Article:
What is the role of direct oral anticoagulant (DOAC) agents in preventing venous thromboembolism (VTE) in patients who undergo hip or knee arthroplasties?

DOACs (eg, rivaroxaban, apixaban,and dabigatran) are increasingly considered for use after hip and knee arthroplasties due to their demonstrated efficacy against VTE prophylaxis and an acceptable safety profile. 

In a meta-analysis involving 16 trials in over 38,000 patients, when compared to enoxaparin, the risk of symptomatic VTE appeared to be significantly lower with rivaroxaban (relative risk 0.48, 95% C.I. 0.3-0.75), and similar with dabigatran and apixaban (1).

In the same study, compared to enoxaparin, the relative risk of clinically relevant bleeding was significantly higher with rivaroxaban (1.25, 95% C.I. 1.1-1.5), similar with dabigatran , but lower with apixaban (0.82, 95% C.I. 0.7-0.98) (1). The authors concluded that new anticoagulants did not differ significantly for efficacy and safety.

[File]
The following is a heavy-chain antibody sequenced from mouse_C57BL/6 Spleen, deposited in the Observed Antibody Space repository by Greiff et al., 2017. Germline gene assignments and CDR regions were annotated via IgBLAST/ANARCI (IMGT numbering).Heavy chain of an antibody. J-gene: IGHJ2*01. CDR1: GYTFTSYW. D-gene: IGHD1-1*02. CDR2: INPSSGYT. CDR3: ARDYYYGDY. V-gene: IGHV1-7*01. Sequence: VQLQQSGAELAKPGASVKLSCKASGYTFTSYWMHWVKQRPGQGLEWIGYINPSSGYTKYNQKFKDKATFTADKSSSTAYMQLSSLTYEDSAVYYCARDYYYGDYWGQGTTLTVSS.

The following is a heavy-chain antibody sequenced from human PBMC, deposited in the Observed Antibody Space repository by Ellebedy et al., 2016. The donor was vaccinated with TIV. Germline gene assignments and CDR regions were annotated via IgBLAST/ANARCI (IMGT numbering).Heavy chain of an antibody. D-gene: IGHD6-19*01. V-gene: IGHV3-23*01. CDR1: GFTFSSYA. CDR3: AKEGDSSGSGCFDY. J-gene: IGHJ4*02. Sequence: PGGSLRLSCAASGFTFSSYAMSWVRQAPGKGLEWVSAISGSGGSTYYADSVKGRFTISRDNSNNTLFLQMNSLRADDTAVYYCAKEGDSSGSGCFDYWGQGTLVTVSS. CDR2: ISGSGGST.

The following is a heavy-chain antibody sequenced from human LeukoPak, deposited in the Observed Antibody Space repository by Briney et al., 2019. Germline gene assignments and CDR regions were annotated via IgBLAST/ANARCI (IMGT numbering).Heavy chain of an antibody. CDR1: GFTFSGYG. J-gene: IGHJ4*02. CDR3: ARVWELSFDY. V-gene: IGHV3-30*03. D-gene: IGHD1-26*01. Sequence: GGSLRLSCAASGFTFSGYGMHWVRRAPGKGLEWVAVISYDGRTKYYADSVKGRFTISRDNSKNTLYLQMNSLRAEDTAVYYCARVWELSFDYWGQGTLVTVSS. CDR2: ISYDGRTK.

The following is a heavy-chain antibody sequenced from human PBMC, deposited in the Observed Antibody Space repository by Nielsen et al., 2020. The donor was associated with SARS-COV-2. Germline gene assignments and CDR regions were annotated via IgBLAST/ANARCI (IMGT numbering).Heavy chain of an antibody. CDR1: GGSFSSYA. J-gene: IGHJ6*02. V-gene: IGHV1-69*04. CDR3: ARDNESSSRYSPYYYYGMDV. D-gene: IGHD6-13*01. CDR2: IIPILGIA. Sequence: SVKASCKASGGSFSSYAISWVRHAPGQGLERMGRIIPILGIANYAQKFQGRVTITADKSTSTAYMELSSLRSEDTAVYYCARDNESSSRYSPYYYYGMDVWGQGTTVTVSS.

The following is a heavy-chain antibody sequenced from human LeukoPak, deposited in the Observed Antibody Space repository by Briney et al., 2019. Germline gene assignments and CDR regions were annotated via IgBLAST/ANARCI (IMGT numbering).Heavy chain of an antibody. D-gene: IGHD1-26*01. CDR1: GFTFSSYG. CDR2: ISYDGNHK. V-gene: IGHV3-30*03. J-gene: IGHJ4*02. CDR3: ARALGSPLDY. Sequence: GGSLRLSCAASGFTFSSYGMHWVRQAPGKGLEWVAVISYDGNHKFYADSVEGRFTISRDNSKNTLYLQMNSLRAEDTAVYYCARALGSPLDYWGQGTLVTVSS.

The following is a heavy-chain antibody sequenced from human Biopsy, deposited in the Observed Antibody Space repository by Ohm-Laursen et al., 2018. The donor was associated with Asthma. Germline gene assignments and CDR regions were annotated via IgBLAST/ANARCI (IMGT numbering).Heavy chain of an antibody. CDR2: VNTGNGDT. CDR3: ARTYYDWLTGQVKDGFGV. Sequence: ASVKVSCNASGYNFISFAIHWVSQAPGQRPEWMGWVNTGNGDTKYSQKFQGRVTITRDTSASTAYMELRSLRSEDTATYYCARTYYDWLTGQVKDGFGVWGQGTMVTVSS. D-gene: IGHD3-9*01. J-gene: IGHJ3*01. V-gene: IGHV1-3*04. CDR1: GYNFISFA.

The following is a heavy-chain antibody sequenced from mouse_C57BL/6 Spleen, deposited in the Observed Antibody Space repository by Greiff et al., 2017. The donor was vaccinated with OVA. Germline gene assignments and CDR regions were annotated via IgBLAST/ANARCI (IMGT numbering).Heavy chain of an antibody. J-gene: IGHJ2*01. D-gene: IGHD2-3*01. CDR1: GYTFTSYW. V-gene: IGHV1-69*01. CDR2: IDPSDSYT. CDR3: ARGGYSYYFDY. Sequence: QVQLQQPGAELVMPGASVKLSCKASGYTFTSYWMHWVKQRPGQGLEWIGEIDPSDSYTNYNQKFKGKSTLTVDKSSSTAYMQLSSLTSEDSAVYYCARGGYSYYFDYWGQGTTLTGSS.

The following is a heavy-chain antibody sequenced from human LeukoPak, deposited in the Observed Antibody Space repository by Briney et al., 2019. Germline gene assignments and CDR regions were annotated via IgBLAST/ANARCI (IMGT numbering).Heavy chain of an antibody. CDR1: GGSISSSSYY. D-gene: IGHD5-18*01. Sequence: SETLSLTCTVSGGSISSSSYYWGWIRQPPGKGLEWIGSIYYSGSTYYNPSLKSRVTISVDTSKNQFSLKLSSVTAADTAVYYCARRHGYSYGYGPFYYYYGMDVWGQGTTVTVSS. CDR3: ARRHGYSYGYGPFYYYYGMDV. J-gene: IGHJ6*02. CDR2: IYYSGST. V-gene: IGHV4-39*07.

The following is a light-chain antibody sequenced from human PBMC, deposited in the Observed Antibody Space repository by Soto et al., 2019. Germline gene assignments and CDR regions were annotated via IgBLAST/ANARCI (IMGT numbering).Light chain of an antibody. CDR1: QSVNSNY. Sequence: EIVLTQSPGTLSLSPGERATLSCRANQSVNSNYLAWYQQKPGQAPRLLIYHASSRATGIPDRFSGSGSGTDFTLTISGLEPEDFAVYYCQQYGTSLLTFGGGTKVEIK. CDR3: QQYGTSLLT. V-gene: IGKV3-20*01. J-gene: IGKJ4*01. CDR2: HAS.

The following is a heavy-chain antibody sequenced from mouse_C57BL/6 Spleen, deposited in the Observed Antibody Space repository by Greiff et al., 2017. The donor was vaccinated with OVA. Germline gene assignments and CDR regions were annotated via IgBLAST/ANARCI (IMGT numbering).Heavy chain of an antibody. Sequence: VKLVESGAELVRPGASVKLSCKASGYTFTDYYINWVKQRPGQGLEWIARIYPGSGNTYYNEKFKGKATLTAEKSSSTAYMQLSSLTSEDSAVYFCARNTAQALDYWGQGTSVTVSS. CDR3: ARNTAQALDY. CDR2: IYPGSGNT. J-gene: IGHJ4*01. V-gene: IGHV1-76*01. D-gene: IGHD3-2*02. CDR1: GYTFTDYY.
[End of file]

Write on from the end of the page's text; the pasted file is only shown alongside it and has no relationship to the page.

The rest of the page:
Of course, the decision to use a DOAC vs enoxaparin should be made on an individual basis taking into account a variety of factors,  such as patient preferences, cost, comorbidities, patient compliance with medications, etc…  

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 Reference

1.  Gomez-Outes, Suarez-Gea L, Vargas-Castrillon E.  Dabigatran, rivaroxaban, or apixaban versus enoxaparin for thromboprophylaxis after total hip or knee replacement: systematic review, meta-analysis, and indirect treatment. BMJ 2012;344:e3675. https://pubmed.ncbi.nlm.nih.gov/22700784/ 

 

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What is the role of direct oral anticoagulant (DOAC) agents in preventing venous thromboembolism (VTE) in patients who undergo hip or knee arthroplasties?